Yesterday, in an act of rank parochialism, a majority in North Dakota’s Senate voted down a resolution which would have studied the efficacy of one of our state’s 15 constitutionally-mandated public institutions.
Specifically, the Life Skills and Training Center in Grafton which has a very large budget, a very large payroll, and not a lot of patients. Among the missions of the study would be to explore whether our state would be better served by shutting the facility down.
But the more than 300 jobs the center provides in Grafton are a political football, and yesterday Senators from that part of the state – including ambitious Senator Tom Campbell who has been wearing his intent to run for higher office on his sleeve for years now – were able to keep possession of it.
[mks_pullquote align=”right” width=”300″ size=”24″ bg_color=”#ffffff” txt_color=”#000000″]The Grafton facility, which is over a century old, was created in a different age of institutional-based mental health care. It has long since outlived its usefulness as a vehicle for delivering services to the disabled.[/mks_pullquote]
To the glee of the Grand Forks Herald editorial board, unfortunately, which argues that next time lawmakers looking to even study the facility they ought to some political horse trading.
“The next time reformers want to take away Grafton’s constitutional protection, they’ve got to get Grafton’s consent,” opinion editor Tom Dennis writes for the paper. “How? By holding Grafton harmless—say, by relocating some other major state function there.”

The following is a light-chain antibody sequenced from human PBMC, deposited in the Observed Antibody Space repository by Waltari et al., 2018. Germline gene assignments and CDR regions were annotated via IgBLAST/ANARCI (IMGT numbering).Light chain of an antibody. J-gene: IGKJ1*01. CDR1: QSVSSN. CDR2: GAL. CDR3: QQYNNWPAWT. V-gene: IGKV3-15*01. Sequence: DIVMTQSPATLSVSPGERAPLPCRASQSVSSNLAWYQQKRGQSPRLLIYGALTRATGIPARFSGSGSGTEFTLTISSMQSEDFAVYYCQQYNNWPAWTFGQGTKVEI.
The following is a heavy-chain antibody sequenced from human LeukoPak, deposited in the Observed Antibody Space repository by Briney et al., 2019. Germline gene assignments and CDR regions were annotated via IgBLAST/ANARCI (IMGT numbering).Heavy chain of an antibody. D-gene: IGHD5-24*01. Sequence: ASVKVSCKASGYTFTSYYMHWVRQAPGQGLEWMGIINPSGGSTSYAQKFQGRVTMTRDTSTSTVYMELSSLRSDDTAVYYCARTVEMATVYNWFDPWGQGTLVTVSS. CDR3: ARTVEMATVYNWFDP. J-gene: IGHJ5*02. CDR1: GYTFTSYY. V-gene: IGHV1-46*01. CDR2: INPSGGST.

I’m struggling to see the sense in that comment. How could lawmakers appease a community like Grafton by relocating more government jobs there without taking away those jobs from another community? Is the only way to approach shutting down or moving a facility like Grafton’s to set off a cascade of political recrimination as we shuffle government jobs around the state? Or should the Legislature just invent some make-work for Grafton?
That’s hardly conducive to the goal of efficient and re-invented government which Governor Doug Burgum, fresh off a landslide election day victory, has charged state leaders with pursuing.
But remember, yesterday’s resolution wouldn’t have necessarily closed the Grafton facility. It was a study. And if the Grafton facility is the best way to serve our state’s severely mentally disabled citizens, why are its supporters so afraid of the public getting a look behind the curtain?
Maybe because they know the truth. The Grafton facility, which is over a century old, was created in a different age of institutional-based mental health care. It has long since outlived its usefulness as a vehicle for delivering services to the disabled.
It’s being kept alive now because of its usefulness to politicians and government bureaucrats.